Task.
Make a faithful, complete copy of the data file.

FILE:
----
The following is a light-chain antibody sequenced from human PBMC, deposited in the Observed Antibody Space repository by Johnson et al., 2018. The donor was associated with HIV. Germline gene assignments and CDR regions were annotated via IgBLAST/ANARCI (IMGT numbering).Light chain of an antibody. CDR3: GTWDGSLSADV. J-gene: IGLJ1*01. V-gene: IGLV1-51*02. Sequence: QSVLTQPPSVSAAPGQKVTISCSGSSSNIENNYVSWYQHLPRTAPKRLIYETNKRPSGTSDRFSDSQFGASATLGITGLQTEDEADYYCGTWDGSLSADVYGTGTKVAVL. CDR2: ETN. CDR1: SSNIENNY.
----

The following is a light-chain antibody sequenced from human PBMC, deposited in the Observed Antibody Space repository by Johnson et al., 2018. The donor was associated with HIV. Germline gene assignments and CDR regions were annotated via IgBLAST/ANARCI (IMGT numbering).Light chain of an antibody. CDR3: GTWDGSLSADV. J-gene: IGLJ1*01. V-gene: IGLV1-51*02. Sequence: QSVLTQPPSVSAAPGQKVTISCSGSSSNIENNYVSWYQHLPRTAPKRLIYETNKRPSGTSDRFSDSQFGASATLGITGLQTEDEADYYCGTWDGSLSADVYGTGTKVAVL. CDR2: ETN. CDR1: SSNIENNY.